Is the NFL Offseason More Exciting Than the Actual Season?

Ryan Alfieri@Ryan_AlfieriCorrespondent IIIMarch 27, 2013

The clock strikes zero, prompting white and purple confetti to descend from the rafters. The Lombardi Trophy is passed around, dripping in sweat, dirt and fingerprints.

After a short 20 weeks of the greatest reality show in America, the NFL season is over—with the best yet to come.

As much as NFL Sunday has become a staple in our country’s culture, the best time of year is right now, in the middle of the most intense portion of the NFL offseason, in the middle of the free-agency tornado and the continuous guessing game that is the NFL draft.

How can the offseason possibly be more exciting than the actual season? Who can possibly prefer the drama of a contract negotiation or war room to the drama of 3rd-and-goal?

Probably more people than you think.

Hope and optimism are in abundance for fans of all 32 NFL teams. Every signing will work out perfectly, no draft pick will be a whiff, the offseason program will make stars out of their developing players and the coaches will develop schemes to work around any remaining weaknesses.

New college stars enter the league, changing the way decision-makers, well, make decisions. Free-agent moves sway the balance of power—that is, until these players bust and ruin these grand plans for NFL domination.

For now, those inevitable “busts” have yet to be discovered. In the NFL offseason, there are no busts. The bad times are reserved for the dream-buster known as the NFL regular season.

It’s Human Nature

The phenomenon of the NFL offseason being such an interest-piquing time is not restricted to sports. In all walks of life, we as human beings (meaning Adrian Peterson does not apply here) have a tendency to appreciate the anticipation of something more so than the actual event.

As comedian Lewis Black said in his 2008 stand-up album, Anticipation:

There is no better moment than this moment, when we're anticipating the actual moment itself. All of the moments that lead up to the actual moment are truly the best moments.

Those are the moments that are filled with good times. Those are the moments in which you are able to think that it is going to be perfect, when the moment actually happens. But, the moment is reality, and reality always kinda sucks!

Yes, Mr. Black, more often than not, reality does kind of suck for most NFL teams as the regular season rolls along. After all, only 12 teams make the playoffs every year and just one lucky franchise is crowned champion.

Easy math suggests that a lot of owners were left upset with their results, because, after all, their offseason was so darn promising.

By 1:32 p.m. on “Black Monday," the day after Week 17 of the 2012 NFL regular season, a whopping 12 head coaches and general managers were fired, and many more would follow.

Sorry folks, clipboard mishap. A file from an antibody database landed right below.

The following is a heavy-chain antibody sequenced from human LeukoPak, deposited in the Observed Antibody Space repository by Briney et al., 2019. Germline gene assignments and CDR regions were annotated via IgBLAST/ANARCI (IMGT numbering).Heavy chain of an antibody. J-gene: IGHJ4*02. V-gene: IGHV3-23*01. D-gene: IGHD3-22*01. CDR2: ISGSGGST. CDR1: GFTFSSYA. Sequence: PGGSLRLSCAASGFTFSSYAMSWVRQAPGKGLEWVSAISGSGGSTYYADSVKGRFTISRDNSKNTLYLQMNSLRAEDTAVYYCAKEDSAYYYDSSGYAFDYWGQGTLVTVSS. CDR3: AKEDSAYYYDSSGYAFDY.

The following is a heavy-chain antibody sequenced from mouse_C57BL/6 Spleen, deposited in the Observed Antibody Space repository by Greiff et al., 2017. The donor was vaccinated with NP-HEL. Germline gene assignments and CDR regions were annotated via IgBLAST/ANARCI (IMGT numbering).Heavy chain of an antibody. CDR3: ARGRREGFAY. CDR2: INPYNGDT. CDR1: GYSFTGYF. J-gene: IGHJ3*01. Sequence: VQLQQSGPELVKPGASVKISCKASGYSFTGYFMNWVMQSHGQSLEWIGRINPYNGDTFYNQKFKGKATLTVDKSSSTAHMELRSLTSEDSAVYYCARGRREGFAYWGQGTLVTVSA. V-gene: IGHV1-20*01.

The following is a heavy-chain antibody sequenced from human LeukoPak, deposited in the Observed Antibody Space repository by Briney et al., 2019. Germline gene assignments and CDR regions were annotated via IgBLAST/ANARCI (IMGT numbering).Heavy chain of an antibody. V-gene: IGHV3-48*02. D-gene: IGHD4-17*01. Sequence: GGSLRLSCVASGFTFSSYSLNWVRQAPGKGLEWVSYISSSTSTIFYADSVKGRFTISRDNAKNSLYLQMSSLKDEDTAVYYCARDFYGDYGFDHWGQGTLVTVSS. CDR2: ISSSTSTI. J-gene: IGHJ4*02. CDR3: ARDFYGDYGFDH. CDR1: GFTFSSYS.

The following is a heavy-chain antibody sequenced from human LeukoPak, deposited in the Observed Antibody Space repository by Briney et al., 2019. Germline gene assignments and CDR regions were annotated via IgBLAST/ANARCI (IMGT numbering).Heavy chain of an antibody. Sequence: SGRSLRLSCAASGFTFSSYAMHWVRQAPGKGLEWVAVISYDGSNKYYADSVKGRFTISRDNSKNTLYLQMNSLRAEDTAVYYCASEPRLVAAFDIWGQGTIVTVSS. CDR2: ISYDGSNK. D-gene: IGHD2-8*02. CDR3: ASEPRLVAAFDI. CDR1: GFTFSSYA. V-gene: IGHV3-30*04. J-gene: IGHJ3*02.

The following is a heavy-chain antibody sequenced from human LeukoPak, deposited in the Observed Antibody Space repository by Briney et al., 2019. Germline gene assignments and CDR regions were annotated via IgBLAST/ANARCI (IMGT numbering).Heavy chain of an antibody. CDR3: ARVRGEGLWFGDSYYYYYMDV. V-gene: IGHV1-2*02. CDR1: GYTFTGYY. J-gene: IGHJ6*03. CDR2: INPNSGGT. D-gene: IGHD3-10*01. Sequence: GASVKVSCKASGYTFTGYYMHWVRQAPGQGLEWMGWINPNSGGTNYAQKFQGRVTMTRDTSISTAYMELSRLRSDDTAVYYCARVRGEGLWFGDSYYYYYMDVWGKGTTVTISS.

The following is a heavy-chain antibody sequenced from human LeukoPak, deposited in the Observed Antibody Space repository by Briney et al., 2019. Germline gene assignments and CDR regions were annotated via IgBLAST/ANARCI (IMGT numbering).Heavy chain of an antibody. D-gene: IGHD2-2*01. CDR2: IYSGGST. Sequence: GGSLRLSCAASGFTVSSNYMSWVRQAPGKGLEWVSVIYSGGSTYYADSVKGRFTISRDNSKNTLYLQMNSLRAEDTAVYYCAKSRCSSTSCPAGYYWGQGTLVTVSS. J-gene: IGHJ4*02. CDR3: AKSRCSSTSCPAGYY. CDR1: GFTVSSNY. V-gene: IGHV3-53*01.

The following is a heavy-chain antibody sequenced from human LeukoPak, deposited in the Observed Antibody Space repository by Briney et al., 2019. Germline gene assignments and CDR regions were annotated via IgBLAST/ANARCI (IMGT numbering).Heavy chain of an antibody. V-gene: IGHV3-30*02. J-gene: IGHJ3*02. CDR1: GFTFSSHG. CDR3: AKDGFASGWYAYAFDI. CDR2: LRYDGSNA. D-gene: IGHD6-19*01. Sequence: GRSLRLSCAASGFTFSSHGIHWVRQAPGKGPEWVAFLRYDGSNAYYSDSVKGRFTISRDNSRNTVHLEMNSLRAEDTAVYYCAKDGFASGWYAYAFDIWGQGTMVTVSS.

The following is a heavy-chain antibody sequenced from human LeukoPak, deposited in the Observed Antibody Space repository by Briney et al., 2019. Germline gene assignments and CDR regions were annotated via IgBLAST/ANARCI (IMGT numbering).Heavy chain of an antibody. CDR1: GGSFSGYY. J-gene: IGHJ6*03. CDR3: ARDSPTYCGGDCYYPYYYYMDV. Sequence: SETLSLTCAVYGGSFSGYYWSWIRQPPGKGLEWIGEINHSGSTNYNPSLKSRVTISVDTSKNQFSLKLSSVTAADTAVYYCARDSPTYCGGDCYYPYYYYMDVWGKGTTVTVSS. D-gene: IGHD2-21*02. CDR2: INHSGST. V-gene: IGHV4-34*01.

Building an NFL roster is much like buying a new car. It is exciting to see all of the new features of the expensive machine you are investing in. After all, spending the past several years driving the same car around was simply getting dull—just changing the color of your car would be a much-welcomed change in your life.

That is, until you drive the car out of the lot, and the value depreciates instantly. The air conditioning is a bit lacking, the brakes are faulty and worst of all, and the cup holder is too narrow to fit your small drum of coffee.

The same concept applies to your favorite NFL team—once you take your team out of the lot and onto the game field, all of the offseason optimism goes out the window.

That mid-round receiver you though would be a steal? Inactive. How about that fancy new running back you got in free agency? Injured. What about that new "aggressive" mindset your team would take on defense? Nothing but coach-speak. 

Sure, plenty of offseason moves pan out during the season, but in the offseason, everyone is batting 1.000. The regular season is when the drug of the NFL offseason wears off, its hangover leaving us clamoring for more as soon as it finally ends. 

Where is it Getting More Popular?

The NFL product is already the most popular sports league in America by a significant margin. Game 4 of the 2012 World Series (in which the San Francisco Giants swept the Tigers) still lost in a ratings battle to a contest between two non-playoff NFL teams, the Saints and the Chargers.

We all know that the NFL dominates fall television, but its popularity from February to the start of Week 1 of the following season is what is most impressive.

Roger Goodell has drawn plenty of criticism as of late, but there is no question that he has made several very effective marketing decisions that have grown the league beyond the boundaries of the NFL season. From 2002 to 2008, the NFL saw a whopping 62 percent increase in viewership for the NFL draft:

Reacting to this trend in numbers, in 2010, Goodell moved the first round of the NFL draft to a primetime spot on Thursday night, which has led to another huge spike in ratings for one of the fastest-growing aspects of the sport. 

The results were spectacular, as the 2010 draft saw a massive 55 percent increase in viewership from 2008. The 2012 draft topped every other show by at least double its viewers, amassing 8.84 million viewers between NFL Network and ESPN.

And that was just Round 1.